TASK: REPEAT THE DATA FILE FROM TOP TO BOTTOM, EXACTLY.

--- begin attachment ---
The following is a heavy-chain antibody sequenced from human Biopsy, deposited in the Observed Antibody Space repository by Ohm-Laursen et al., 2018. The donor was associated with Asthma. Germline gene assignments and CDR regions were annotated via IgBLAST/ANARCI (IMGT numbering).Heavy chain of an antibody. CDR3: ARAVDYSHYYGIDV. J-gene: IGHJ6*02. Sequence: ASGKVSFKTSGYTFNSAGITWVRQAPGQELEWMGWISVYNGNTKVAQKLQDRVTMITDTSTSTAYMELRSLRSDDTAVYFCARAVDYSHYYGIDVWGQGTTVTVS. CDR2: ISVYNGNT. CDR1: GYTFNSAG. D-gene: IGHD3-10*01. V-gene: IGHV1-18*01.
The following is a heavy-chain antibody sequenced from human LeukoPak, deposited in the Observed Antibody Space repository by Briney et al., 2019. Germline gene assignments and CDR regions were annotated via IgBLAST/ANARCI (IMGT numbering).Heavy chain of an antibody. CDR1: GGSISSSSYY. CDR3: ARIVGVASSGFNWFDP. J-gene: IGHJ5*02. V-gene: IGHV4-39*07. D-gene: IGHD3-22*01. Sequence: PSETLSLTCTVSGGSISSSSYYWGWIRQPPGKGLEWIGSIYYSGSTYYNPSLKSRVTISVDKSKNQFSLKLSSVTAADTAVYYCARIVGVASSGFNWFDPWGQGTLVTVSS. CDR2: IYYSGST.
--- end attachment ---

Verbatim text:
The following is a heavy-chain antibody sequenced from human Biopsy, deposited in the Observed Antibody Space repository by Ohm-Laursen et al., 2018. The donor was associated with Asthma. Germline gene assignments and CDR regions were annotated via IgBLAST/ANARCI (IMGT numbering).Heavy chain of an antibody. CDR3: ARAVDYSHYYGIDV. J-gene: IGHJ6*02. Sequence: ASGKVSFKTSGYTFNSAGITWVRQAPGQELEWMGWISVYNGNTKVAQKLQDRVTMITDTSTSTAYMELRSLRSDDTAVYFCARAVDYSHYYGIDVWGQGTTVTVS. CDR2: ISVYNGNT. CDR1: GYTFNSAG. D-gene: IGHD3-10*01. V-gene: IGHV1-18*01.
The following is a heavy-chain antibody sequenced from human LeukoPak, deposited in the Observed Antibody Space repository by Briney et al., 2019. Germline gene assignments and CDR regions were annotated via IgBLAST/ANARCI (IMGT numbering).Heavy chain of an antibody. CDR1: GGSISSSSYY. CDR3: ARIVGVASSGFNWFDP. J-gene: IGHJ5*02. V-gene: IGHV4-39*07. D-gene: IGHD3-22*01. Sequence: PSETLSLTCTVSGGSISSSSYYWGWIRQPPGKGLEWIGSIYYSGSTYYNPSLKSRVTISVDKSKNQFSLKLSSVTAADTAVYYCARIVGVASSGFNWFDPWGQGTLVTVSS. CDR2: IYYSGST.